Dismiss Notice
Join Physics Forums Today!
The friendliest, high quality science and math community on the planet! Everyone who loves science is here!

Homework Help: Uniform continuity

  1. Jan 30, 2010 #1

    1. The problem statement, all variables and given/known data
    Given that f is continuous in [tex][1,\infty)[/tex] and [tex] lim_{x->\infty}f(x) [/tex] exists and is finite, prove that f is uniformly continuous in [1,[tex]\infty)[/tex]

    3. The attempt at a solution
    We will mark [tex] lim_{x->\infty}f(x) = L [/tex]. So we know that there exists [tex]x_{0}[/tex] such that for every [tex] x>x_{0} |L-f(x)|<\epsilon [/tex] so f is uniformly continuos in [tex] (x_{0},\infty) [/tex]
    We shall look at the segment [tex] [1,x_{0}+1] [/tex]. We know that a continuous function ina closed segment is uniformly continuous.

    From here I am puzled. I have two routes.
    The easy route sais that since we showed f is uniformly continuous in those two segments and they overlap then f is uniformly continuous on the whole segment. I havea feeling this is not enough.
    Route 2:
    We know that a continous function ina closed segment has a minimum and maximal value there. Then we can look at the closed segment [tex] [1,x_{0}+1] [/tex] and mark [tex] m=MIN(f(x)), M= MAX(f(x)) [/tex]. But since f converges to L from [tex] x=,x_{0} [/tex] we have taken into account all of the possible values of f.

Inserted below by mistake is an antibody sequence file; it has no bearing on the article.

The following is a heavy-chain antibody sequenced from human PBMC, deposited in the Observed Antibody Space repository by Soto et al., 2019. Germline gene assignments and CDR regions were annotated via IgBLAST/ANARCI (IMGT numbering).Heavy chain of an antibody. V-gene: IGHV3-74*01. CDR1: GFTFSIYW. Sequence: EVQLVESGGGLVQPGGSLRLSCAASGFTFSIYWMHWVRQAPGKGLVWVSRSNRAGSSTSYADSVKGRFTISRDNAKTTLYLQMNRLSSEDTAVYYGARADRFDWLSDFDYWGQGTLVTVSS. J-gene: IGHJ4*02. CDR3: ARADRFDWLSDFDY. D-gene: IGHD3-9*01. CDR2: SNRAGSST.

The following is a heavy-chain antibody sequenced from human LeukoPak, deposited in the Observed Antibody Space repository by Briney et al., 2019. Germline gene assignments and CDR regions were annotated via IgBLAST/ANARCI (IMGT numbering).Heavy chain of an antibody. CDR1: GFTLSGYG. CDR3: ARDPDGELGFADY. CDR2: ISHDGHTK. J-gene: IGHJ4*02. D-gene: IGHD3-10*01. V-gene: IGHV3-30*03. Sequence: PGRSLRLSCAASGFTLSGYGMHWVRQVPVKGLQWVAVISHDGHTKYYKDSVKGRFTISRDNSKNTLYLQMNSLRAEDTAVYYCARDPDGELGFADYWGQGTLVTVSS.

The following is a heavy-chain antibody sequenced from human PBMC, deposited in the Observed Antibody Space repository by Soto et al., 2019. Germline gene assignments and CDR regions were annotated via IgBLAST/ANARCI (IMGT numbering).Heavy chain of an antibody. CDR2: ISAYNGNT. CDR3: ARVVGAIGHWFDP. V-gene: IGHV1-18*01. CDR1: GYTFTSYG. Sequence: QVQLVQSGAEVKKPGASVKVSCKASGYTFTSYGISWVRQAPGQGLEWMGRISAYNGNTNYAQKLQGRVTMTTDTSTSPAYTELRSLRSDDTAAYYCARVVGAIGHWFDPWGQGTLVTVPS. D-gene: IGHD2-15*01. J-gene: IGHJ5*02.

we will mark [tex] d= | |M| - |m| | [/tex] the biggest difference in value f gets.
    and from here I am stuck. I am lost as to how to tie up the proof. Gudiance would be greatly apreciated.
  2. jcsd
  3. Jan 30, 2010 #2
    I think that I would try to use your "route 1", if you know that the mapping is uniformly continuous in both domains, and they overlap on [x0,x0+1]. Let's call them domains 1 and 2.

    Uniform continuity in a domain demands that for any constant epsilon>0, there should be a constant delta>0 such that |f(y)-f(x)| < epsilon for all y with |y-x| < delta.

    For a given epsilon, you can find such a delta for domain 1, and one for domain 2, just choose the smallest one of those, and I think is it OK, right? I guess delta also has to be less than the overlap of the two domains. You can always choose such a delta.

    It's been a while since I worked on such problems, so please be very critical towards my statements!

Share this great discussion with others via Reddit, Google+, Twitter, or Facebook